BMJ article on bedsharing uses old data and shows bias.

After the BMJ article with the attendant publicity, that bedsharing is dangerous for all babies, this refreshing response from the Durham University Sleep Lab and the Helen Ball team provides a strong critique

Carpenteretal2013ISIScommentary1 2

Two short exerts from the article:

The authors draw particular attention to the situation for breastfed infants of nonsmoking
parents in the absence of alcohol consumption according to whether the
infant slept in a cot in the parental room or in the parental bed (1st row in the above
table). They predict a SIDS-rate of approximately 1 per 10,000 babies for the
former group, and 2 per 10,000 babies for the latter. The current rate of SIDS in UK
is 1/3000, or 3.4/10,000, which means that both sleep locations for breastfed
infants of non-smoking parents in the absence of alcohol experience very few SIDS
deaths. It is curious, therefore, that the authors issued a press release to call
attention only to this small difference in predicted SIDS rates for breastfed babies of
non-smoking parents who bed-share compared to room-sharing–while ignoring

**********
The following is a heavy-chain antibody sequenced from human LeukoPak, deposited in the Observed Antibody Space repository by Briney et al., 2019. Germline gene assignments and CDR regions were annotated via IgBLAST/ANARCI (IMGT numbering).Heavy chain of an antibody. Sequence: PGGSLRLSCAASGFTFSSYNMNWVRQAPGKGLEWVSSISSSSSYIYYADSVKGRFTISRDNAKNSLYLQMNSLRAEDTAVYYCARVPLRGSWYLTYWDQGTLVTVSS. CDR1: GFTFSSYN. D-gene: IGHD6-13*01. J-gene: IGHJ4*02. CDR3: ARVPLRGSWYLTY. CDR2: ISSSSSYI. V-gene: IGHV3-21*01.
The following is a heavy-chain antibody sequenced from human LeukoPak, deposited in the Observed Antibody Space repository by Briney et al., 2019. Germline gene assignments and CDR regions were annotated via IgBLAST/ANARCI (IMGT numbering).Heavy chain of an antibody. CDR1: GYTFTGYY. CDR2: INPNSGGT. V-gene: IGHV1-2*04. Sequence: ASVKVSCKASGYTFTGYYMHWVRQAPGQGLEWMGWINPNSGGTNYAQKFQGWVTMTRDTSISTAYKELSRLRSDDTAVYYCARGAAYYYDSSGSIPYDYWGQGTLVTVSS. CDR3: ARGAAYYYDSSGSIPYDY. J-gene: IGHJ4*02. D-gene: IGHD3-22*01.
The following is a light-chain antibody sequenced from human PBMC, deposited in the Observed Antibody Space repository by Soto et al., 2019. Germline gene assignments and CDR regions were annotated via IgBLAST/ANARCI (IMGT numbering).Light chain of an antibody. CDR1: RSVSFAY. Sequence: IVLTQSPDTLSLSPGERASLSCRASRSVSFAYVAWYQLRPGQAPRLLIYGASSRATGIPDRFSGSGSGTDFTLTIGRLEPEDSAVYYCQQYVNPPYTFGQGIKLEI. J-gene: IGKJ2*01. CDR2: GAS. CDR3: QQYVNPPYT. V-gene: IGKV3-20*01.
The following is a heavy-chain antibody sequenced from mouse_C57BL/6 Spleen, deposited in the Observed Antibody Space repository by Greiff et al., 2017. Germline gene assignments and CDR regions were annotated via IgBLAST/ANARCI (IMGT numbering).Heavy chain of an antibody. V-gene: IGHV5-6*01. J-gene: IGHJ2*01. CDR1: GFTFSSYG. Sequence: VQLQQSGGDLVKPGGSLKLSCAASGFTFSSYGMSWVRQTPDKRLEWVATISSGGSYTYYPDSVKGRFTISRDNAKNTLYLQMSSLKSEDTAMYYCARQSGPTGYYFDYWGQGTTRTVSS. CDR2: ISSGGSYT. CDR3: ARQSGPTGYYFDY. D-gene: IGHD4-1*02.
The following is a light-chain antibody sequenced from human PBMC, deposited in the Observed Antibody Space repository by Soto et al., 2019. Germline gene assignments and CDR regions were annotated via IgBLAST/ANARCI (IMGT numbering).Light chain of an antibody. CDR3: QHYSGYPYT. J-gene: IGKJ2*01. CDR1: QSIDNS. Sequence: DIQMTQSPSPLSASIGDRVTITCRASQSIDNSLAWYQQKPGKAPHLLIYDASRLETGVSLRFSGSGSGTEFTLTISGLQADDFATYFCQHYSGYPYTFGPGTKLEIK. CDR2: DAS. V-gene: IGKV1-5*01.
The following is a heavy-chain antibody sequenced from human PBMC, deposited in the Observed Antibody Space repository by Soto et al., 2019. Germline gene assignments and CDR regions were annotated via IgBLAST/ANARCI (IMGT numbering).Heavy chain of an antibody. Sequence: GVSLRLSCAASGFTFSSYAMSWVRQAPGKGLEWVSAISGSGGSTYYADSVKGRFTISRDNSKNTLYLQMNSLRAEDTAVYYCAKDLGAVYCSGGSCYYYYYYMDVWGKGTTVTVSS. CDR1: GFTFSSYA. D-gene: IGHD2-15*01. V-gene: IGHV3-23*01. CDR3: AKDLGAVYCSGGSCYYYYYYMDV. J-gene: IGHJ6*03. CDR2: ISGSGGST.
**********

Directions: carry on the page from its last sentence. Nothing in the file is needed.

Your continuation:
the hugely inflated risks associated with hazardous bed-sharing environments. It
appears as though the authors choose to target breastfeeding mothers in this way
as they are a sub-group with strong opinions about the benefits of bed-sharing,
even though the infants of these mothers contribute negligibly to UK SIDS rates.

They also say:
” it is important to be aware that the data upon which these analyses are based are now 15-26 years old (although referred to as ‘recent’), and have been compiled ad hoc from a heterogeneous
collection of studies performed in different countries at different time points, using different methods and definitions for data collection (i.e. it is based upon data that
are neither comprehensive nor systematic). It can therefore provide only weak evidence for informing public health policy, and parental infant care behaviour in 2013


For the Unicef response, follow this link:



Leave a Reply

Fill in your details below or click an icon to log in: Logo

You are commenting using your account. Log Out /  Change )

Google+ photo

You are commenting using your Google+ account. Log Out /  Change )

Twitter picture

You are commenting using your Twitter account. Log Out /  Change )

Facebook photo

You are commenting using your Facebook account. Log Out /  Change )


Connecting to %s

%d bloggers like this: